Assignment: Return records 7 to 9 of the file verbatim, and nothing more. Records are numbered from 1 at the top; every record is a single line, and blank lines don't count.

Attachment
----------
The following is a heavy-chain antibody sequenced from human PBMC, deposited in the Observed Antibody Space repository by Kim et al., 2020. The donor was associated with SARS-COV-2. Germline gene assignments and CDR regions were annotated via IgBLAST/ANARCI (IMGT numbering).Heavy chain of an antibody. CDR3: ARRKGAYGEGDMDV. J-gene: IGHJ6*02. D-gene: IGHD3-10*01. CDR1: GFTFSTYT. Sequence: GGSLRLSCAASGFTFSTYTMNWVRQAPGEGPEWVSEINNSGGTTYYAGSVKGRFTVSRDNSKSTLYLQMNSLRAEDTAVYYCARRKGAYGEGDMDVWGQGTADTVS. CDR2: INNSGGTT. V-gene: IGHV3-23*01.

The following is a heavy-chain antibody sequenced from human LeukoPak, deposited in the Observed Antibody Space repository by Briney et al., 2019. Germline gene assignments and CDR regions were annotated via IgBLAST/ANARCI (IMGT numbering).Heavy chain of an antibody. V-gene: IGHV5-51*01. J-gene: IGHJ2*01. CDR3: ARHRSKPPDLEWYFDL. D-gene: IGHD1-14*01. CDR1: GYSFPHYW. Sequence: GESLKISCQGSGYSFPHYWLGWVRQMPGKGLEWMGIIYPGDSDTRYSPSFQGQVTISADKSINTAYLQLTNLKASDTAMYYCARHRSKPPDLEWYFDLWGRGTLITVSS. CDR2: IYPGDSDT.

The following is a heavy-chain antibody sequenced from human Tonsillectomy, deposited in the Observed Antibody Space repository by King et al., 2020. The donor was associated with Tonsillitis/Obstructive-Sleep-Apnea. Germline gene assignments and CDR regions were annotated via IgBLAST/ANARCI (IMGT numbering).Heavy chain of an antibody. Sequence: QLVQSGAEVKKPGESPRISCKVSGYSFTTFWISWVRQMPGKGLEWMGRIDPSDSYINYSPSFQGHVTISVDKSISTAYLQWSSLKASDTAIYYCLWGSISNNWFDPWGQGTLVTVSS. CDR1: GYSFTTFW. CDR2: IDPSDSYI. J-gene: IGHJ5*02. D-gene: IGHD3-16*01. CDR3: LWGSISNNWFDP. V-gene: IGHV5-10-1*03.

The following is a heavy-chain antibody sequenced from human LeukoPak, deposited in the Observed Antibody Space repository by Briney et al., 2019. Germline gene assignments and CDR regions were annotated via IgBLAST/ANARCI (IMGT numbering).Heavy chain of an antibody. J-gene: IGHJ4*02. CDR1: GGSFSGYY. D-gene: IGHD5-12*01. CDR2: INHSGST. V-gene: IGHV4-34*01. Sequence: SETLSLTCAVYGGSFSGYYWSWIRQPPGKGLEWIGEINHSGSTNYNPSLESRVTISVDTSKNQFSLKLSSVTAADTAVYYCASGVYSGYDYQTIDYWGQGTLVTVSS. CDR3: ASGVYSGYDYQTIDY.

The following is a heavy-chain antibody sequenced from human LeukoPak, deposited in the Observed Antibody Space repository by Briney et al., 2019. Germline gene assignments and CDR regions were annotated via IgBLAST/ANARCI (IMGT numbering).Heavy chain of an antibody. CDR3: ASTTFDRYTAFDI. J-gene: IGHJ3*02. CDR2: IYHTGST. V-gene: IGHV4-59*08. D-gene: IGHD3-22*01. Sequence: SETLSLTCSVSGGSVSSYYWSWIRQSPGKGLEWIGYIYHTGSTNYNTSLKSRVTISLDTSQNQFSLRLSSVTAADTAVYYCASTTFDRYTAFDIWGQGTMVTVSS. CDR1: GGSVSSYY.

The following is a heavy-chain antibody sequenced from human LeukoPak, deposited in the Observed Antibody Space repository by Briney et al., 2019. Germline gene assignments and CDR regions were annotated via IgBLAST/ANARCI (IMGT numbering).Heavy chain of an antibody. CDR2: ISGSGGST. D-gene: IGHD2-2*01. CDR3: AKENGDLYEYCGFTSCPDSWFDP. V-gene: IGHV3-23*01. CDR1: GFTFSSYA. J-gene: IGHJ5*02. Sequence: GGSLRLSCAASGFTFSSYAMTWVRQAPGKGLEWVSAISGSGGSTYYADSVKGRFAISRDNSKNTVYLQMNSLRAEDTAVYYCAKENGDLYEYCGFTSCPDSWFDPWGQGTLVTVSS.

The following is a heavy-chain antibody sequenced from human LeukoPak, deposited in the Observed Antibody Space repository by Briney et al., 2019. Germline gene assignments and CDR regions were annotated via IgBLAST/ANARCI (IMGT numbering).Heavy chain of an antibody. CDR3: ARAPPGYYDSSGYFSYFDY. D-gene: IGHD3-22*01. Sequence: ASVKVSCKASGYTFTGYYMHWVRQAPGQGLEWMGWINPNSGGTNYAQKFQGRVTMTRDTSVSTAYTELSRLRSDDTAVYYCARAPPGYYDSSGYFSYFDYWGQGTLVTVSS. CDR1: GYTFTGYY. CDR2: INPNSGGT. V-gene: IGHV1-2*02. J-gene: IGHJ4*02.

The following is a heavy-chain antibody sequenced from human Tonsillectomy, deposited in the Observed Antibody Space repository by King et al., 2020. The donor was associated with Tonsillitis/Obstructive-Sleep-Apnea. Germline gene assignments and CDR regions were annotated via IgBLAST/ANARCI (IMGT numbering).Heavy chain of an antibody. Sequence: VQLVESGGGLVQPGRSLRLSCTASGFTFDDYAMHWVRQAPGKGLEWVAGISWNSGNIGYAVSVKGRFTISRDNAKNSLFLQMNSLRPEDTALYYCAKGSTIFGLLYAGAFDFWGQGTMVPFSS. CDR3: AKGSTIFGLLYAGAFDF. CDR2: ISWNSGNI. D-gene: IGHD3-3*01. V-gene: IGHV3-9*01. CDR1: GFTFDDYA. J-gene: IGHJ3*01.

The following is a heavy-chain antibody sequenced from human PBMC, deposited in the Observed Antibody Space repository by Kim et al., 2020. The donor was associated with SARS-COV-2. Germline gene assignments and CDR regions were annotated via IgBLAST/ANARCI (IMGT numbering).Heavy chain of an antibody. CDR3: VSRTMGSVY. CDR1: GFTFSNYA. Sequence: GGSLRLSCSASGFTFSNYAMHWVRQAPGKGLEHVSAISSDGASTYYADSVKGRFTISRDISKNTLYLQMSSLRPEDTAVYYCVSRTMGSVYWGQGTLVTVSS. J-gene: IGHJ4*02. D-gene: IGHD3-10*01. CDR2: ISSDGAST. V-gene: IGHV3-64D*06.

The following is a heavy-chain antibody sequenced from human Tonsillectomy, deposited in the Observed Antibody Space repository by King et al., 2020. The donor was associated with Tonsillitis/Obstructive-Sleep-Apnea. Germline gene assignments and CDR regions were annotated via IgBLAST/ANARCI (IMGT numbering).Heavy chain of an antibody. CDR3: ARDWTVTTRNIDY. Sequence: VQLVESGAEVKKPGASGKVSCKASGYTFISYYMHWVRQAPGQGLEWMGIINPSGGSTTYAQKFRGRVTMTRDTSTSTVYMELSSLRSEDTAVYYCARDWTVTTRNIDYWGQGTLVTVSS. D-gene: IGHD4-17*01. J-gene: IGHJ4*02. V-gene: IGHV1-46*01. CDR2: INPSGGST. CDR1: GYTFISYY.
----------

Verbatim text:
The following is a heavy-chain antibody sequenced from human LeukoPak, deposited in the Observed Antibody Space repository by Briney et al., 2019. Germline gene assignments and CDR regions were annotated via IgBLAST/ANARCI (IMGT numbering).Heavy chain of an antibody. CDR3: ARAPPGYYDSSGYFSYFDY. D-gene: IGHD3-22*01. Sequence: ASVKVSCKASGYTFTGYYMHWVRQAPGQGLEWMGWINPNSGGTNYAQKFQGRVTMTRDTSVSTAYTELSRLRSDDTAVYYCARAPPGYYDSSGYFSYFDYWGQGTLVTVSS. CDR1: GYTFTGYY. CDR2: INPNSGGT. V-gene: IGHV1-2*02. J-gene: IGHJ4*02.

The following is a heavy-chain antibody sequenced from human Tonsillectomy, deposited in the Observed Antibody Space repository by King et al., 2020. The donor was associated with Tonsillitis/Obstructive-Sleep-Apnea. Germline gene assignments and CDR regions were annotated via IgBLAST/ANARCI (IMGT numbering).Heavy chain of an antibody. Sequence: VQLVESGGGLVQPGRSLRLSCTASGFTFDDYAMHWVRQAPGKGLEWVAGISWNSGNIGYAVSVKGRFTISRDNAKNSLFLQMNSLRPEDTALYYCAKGSTIFGLLYAGAFDFWGQGTMVPFSS. CDR3: AKGSTIFGLLYAGAFDF. CDR2: ISWNSGNI. D-gene: IGHD3-3*01. V-gene: IGHV3-9*01. CDR1: GFTFDDYA. J-gene: IGHJ3*01.

The following is a heavy-chain antibody sequenced from human PBMC, deposited in the Observed Antibody Space repository by Kim et al., 2020. The donor was associated with SARS-COV-2. Germline gene assignments and CDR regions were annotated via IgBLAST/ANARCI (IMGT numbering).Heavy chain of an antibody. CDR3: VSRTMGSVY. CDR1: GFTFSNYA. Sequence: GGSLRLSCSASGFTFSNYAMHWVRQAPGKGLEHVSAISSDGASTYYADSVKGRFTISRDISKNTLYLQMSSLRPEDTAVYYCVSRTMGSVYWGQGTLVTVSS. J-gene: IGHJ4*02. D-gene: IGHD3-10*01. CDR2: ISSDGAST. V-gene: IGHV3-64D*06.